• Archives

  • Enter your email address to subscribe to this blog and receive notifications of new posts by email.

    Join 21,920 other followers

  • Instagram

    Attention all students - Attend the keynote with Mark Lynas, participate in interactive breakout sessions, and a chance to win prizes at the 2nd Annual IFTSA Global Summit. Make sure you register for this FREE event for all students on November 9 at 12pm CST! Link available in bio. 
#foodscience #foodsciencestudent #students #globalsummit #Repost @foodgrads ・・・
Catch the latest episode of #TheDish Listen to Heather talk about #sensoryanalysis #foodscience #leadership #ift #studentassociations #foodtech #flavorchemist #ift_sa #foodpodcast #calpoly Penn State hosted a meeting of IFT journals' Scientific Editors and staff this week. 
The top picture is the touring of the famous Berkey Creamery in Penn State's Food Science building. The bottom picture is the group at the Nittany Lion Inn for dinner. 
Penn State is the home of our most prolific journals editor, Dr. Manfred Kroger, as well as IFT's president, Dr. John Coupland. 
Thank you for hosting us and showing us a great time! Celebrating all things fall at IFT - Football, potluck, board games galore! #companyculture

U.S. Supreme Court Paves Way for More False Advertising Disputes

Minute Maid Pomegranate Blueberry Flavored Blend of 5 JuicesOn June 12, the U.S. Supreme Court issued an 8-0 ruling in favor of Pom Wonderful in a longstanding false advertising dispute against rival beverage company The Coca-Cola Co. The Supreme Court held that competitors can bring Lanham Act claims like Pom Wonderful’s challenging food and beverage labels regulated by the U.S. Food and Drug Administration (FDA).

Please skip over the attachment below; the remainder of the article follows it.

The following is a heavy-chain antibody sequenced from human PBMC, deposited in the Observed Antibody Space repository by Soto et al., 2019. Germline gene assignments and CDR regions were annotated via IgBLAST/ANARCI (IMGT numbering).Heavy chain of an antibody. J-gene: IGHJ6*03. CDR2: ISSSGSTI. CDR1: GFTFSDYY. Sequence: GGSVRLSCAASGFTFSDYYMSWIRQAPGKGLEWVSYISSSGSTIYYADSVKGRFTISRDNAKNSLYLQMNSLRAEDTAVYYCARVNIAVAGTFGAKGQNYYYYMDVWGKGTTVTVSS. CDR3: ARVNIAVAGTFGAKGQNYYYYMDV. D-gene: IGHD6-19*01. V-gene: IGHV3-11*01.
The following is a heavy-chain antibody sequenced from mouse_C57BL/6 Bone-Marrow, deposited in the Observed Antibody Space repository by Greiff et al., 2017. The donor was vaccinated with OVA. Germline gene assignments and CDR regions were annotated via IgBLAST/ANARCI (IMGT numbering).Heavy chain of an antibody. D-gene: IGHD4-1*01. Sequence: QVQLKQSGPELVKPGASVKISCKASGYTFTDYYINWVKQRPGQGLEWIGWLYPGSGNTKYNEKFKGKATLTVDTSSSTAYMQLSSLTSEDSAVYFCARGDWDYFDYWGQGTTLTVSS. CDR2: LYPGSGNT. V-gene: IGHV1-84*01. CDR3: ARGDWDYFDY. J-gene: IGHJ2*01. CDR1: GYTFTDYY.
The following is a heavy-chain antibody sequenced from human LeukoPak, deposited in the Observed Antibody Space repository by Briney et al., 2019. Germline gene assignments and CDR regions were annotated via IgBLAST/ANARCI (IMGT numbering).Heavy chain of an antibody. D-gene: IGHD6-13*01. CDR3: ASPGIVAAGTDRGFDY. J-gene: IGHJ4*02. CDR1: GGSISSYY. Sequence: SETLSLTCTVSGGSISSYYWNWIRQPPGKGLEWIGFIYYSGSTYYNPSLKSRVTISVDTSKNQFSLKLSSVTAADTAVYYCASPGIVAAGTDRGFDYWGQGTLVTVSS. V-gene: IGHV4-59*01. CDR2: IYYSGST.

At issue in the case was Coca-Cola’s “Pomegranate Blueberry Flavored Blend of 5 Juices,” which is 99% apple and grape juice. Pom Wonderful (Pom), who has a competing pomegranate-blueberry juice blend, sued Coca-Cola. It alleged that the juice’s name and other labeling features were misleading under the federal Lanham Act—a statute that allows competitors to sue based on the false or misleading description of goods (15 U.S.C. § 1125(a)).

Coca-Cola asserted that its label complied with the federal Food, Drug, and Cosmetic Act (FDCA) and, as such, Pom’s claims were barred. The Supreme Court was not persuaded. It held that the two statutes complement each other in the federal regulation of misleading food and beverage labels, and one statute should not be read to preclude operation of the other.

What does this mean for food and beverage manufacturers going forward? The Supreme Court has paved the way for more competitor false advertising disputes. The Court made clear that compliance with the FDCA and FDA regulations does not immunize a company from a lawsuit, at least one based on a competitor-to-competitor federal Lanham Act claim. Food and beverage manufacturers now have new ammunition to go after their competitors for labeling they believe is misleading and harmful to their business. To avoid potential claims by competitors, food and beverage companies will now need to review their labels for more than just compliance with FDA regulations.

This ruling does not, however, subject companies to broader claims based on state law. The Supreme Court made clear that Pom does not address the preemption of state law claims. The Justices stated plainly: “this is not a pre-emption case.” They also made clear that the case did “not raise the question whether state law is pre-empted by a federal law.” Therefore, companies are less likely to face additional consumer class actions based on this decision in light of the strong arguments that the decision does not apply to state consumer protection claims.

Claudia Diavetesi Lisa WongchenkoClaudia M. Vetesi and Lisa A. Wongchenko, Litigation Associates
Morrison & Foerster LLP

Leave a Reply

Fill in your details below or click an icon to log in:

WordPress.com Logo

You are commenting using your WordPress.com account. Log Out / Change )

Twitter picture

You are commenting using your Twitter account. Log Out / Change )

Facebook photo

You are commenting using your Facebook account. Log Out / Change )

Google+ photo

You are commenting using your Google+ account. Log Out / Change )

Connecting to %s

%d bloggers like this: